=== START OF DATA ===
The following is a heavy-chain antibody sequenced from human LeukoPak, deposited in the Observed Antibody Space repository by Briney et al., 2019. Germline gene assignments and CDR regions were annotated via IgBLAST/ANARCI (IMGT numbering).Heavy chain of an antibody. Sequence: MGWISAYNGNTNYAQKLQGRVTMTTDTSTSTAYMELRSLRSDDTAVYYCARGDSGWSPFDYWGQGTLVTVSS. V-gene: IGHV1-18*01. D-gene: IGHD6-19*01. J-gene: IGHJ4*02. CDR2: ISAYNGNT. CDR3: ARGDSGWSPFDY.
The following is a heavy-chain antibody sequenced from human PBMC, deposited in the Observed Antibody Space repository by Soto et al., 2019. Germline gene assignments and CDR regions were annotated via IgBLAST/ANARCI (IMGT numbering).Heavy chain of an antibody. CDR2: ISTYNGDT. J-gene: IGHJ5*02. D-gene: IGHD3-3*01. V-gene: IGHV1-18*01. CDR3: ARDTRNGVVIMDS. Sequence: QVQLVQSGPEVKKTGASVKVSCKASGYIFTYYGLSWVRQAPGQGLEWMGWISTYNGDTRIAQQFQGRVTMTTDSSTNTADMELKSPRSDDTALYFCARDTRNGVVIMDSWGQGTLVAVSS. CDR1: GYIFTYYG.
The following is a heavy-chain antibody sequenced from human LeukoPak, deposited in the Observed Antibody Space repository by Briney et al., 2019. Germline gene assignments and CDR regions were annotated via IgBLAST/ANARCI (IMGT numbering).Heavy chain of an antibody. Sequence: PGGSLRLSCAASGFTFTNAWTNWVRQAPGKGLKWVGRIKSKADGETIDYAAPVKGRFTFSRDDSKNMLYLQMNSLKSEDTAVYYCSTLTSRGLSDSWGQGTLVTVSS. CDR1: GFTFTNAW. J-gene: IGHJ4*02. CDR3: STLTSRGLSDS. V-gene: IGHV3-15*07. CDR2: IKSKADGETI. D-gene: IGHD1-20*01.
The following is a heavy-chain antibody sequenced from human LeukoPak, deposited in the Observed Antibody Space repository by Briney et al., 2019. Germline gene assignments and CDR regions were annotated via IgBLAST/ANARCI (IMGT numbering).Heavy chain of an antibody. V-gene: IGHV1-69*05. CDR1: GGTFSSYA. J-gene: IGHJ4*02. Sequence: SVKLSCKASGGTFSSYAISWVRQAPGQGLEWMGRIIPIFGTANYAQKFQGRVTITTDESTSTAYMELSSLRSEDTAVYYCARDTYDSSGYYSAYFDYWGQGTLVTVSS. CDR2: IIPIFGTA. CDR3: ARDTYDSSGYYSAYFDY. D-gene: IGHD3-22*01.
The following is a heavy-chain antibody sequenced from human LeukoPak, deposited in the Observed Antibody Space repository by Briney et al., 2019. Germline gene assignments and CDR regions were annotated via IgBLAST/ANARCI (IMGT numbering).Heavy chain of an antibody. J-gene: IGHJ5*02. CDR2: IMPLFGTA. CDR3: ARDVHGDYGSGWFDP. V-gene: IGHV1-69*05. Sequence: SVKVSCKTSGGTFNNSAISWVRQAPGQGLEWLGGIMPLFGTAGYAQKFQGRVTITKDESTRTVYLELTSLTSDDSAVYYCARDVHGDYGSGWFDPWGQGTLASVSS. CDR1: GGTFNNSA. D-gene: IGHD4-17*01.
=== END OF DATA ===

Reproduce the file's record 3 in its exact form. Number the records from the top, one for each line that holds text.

The following is a heavy-chain antibody sequenced from human LeukoPak, deposited in the Observed Antibody Space repository by Briney et al., 2019. Germline gene assignments and CDR regions were annotated via IgBLAST/ANARCI (IMGT numbering).Heavy chain of an antibody. Sequence: PGGSLRLSCAASGFTFTNAWTNWVRQAPGKGLKWVGRIKSKADGETIDYAAPVKGRFTFSRDDSKNMLYLQMNSLKSEDTAVYYCSTLTSRGLSDSWGQGTLVTVSS. CDR1: GFTFTNAW. J-gene: IGHJ4*02. CDR3: STLTSRGLSDS. V-gene: IGHV3-15*07. CDR2: IKSKADGETI. D-gene: IGHD1-20*01.